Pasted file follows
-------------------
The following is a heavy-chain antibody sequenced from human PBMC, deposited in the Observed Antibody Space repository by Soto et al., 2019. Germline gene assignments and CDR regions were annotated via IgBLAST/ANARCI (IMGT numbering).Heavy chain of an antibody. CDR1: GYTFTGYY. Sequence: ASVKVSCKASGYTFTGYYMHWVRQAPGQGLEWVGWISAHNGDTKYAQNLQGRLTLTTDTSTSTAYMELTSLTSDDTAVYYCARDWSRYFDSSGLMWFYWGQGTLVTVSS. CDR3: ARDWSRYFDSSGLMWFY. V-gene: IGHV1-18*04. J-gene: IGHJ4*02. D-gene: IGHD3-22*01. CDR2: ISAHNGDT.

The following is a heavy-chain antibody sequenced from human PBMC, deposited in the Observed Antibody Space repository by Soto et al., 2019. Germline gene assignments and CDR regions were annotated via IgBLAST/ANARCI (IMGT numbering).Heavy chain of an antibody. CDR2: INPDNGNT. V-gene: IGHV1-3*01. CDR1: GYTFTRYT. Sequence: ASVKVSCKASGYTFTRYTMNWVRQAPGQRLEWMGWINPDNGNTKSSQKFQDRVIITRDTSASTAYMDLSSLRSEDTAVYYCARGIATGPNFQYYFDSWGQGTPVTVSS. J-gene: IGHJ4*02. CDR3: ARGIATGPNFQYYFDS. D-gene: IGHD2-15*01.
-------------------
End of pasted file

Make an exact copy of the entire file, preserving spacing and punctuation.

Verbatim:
The following is a heavy-chain antibody sequenced from human PBMC, deposited in the Observed Antibody Space repository by Soto et al., 2019. Germline gene assignments and CDR regions were annotated via IgBLAST/ANARCI (IMGT numbering).Heavy chain of an antibody. CDR1: GYTFTGYY. Sequence: ASVKVSCKASGYTFTGYYMHWVRQAPGQGLEWVGWISAHNGDTKYAQNLQGRLTLTTDTSTSTAYMELTSLTSDDTAVYYCARDWSRYFDSSGLMWFYWGQGTLVTVSS. CDR3: ARDWSRYFDSSGLMWFY. V-gene: IGHV1-18*04. J-gene: IGHJ4*02. D-gene: IGHD3-22*01. CDR2: ISAHNGDT.

The following is a heavy-chain antibody sequenced from human PBMC, deposited in the Observed Antibody Space repository by Soto et al., 2019. Germline gene assignments and CDR regions were annotated via IgBLAST/ANARCI (IMGT numbering).Heavy chain of an antibody. CDR2: INPDNGNT. V-gene: IGHV1-3*01. CDR1: GYTFTRYT. Sequence: ASVKVSCKASGYTFTRYTMNWVRQAPGQRLEWMGWINPDNGNTKSSQKFQDRVIITRDTSASTAYMDLSSLRSEDTAVYYCARGIATGPNFQYYFDSWGQGTPVTVSS. J-gene: IGHJ4*02. CDR3: ARGIATGPNFQYYFDS. D-gene: IGHD2-15*01.